I really didn’t understand why the Tesla Model 3 is as well-received as it is. Why would anyone be willing to purchase a technology company’s first foray into manufacturing affordable, mass-market vehicles?
I’m not suggesting that the Model 3 is the very first series production vehicle Tesla has made - far from it actually. Prior to the Model 3, Tesla made their original Lotus-based Roadster and the larger and more luxurious Model S and Model X saloons and SUVs respectively. But even Tesla admits that the Model 3 was designed as their very first mass-market vehicle, sitting in a hotly contested bracket of very competent cars built by legacy automakers.Breaking into the market is always tough for new dealerships and brands, and the lack of consumer confidence has scuppered the growth of many marques locally. Which then begs the question - why is Tesla seemingly immune to this harsh scrutiny?
It’s All About That Non-Conformity
For starters, Tesla was never built or run on any of the industry norms as laid out by the legacy car manufacturers. A certified memelord himself, Elon Musk's unconventional approach to operating a car company means Tesla benefits from branding in a way no other automaker has ever been able to do so.It also doesn’t hurt that their prior models have a certain infamy on the internet - you’d have come across some kind of Tesla acceleration reaction videos on your favourite social media platform, melting minds on camera with their off-the-line pace.
Their reputation online serves very much as a vaccine to the disease that plagues newcomers locally.
Acceleration? More Like Teleportation.
That also serves as the perfect segway into the Tesla Model 3 Performance experience. As you’d have come to expect from a modern, high-powered electric vehicle, the Model 3 is always eager to accelerate. It’s like a thoroughbred, always raring to go on a whim.When you spiritedly express your desire to be hurtled at the horizon, you find yourself being pinned in the seat, as your lungs struggle to overcome the sheer brute force of 506 all-electric horsepowers being transferred, via the tyres, onto the tarmac. The acceleration is brutal (though this technically isn’t even the fastest EV we’ve tested this year) regardless of the road speed you are at. As we’ve mentioned many times previously, this EV-specific trait means you’ll always be able to catch gaps in traffic, making the Model 3 an ideal city car.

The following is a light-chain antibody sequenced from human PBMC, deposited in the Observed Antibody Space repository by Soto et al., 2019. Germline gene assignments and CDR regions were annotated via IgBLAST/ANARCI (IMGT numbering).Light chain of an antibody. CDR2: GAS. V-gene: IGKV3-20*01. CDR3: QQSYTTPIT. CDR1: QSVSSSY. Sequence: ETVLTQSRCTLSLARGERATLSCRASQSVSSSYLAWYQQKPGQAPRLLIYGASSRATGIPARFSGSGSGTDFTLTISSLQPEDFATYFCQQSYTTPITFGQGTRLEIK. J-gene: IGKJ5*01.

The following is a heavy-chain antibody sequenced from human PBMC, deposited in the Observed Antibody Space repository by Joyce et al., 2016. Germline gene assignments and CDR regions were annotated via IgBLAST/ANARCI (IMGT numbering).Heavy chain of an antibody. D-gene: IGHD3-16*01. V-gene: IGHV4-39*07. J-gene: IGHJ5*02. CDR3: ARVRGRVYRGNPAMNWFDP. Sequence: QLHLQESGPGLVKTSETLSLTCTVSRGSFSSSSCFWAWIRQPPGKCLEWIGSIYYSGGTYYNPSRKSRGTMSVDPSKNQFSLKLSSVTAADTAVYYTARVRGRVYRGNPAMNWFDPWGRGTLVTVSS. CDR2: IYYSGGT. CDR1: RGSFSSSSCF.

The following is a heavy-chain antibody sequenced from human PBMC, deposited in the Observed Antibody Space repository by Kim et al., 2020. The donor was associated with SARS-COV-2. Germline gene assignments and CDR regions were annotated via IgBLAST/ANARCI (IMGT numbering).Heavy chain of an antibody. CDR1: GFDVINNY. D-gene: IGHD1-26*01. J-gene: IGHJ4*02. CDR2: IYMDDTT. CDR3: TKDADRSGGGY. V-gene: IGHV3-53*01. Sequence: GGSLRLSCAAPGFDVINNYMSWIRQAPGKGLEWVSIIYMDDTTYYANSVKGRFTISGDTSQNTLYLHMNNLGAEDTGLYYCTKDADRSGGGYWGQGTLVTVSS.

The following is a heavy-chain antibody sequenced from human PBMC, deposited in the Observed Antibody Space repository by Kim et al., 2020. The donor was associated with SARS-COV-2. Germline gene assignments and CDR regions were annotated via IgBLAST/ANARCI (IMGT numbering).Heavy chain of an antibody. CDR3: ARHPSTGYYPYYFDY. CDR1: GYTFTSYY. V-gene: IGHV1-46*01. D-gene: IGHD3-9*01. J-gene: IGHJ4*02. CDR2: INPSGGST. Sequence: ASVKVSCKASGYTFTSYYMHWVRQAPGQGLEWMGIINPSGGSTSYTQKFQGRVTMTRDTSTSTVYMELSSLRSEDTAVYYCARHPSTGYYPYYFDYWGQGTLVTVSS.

When The Going Gets Twisty
I fully expected the car’s confidence to be nothing more than a facade, a bravado that it fronts and flexes at opportune moments. In essence, it excels when conditions are favourable to it, but I really thought the car’s weaknesses would be exposed when you throw a sequence of corners into the equation. American cars that are rapid in a straight line often shudder at the mere thought of a bend - so it’s business as usual here, right?Well, with a low centre of gravity courtesy of that battery pack placement, and fairly stiffly set-up air suspension, the car actually feels good being hurled through a series of bends. Its steering feedback and heft may not worry an outright sports car, though it is commendable for a car most would commute to and from work in. Brake blending is also done very well in this car, with the pedal itself feeling better than even some ICE cars.
Combine these positive driving characteristics, with the sheer instantaneous power of the electric powertrain, and this two ton vehicle is more lithe and agile than it has any business feeling like.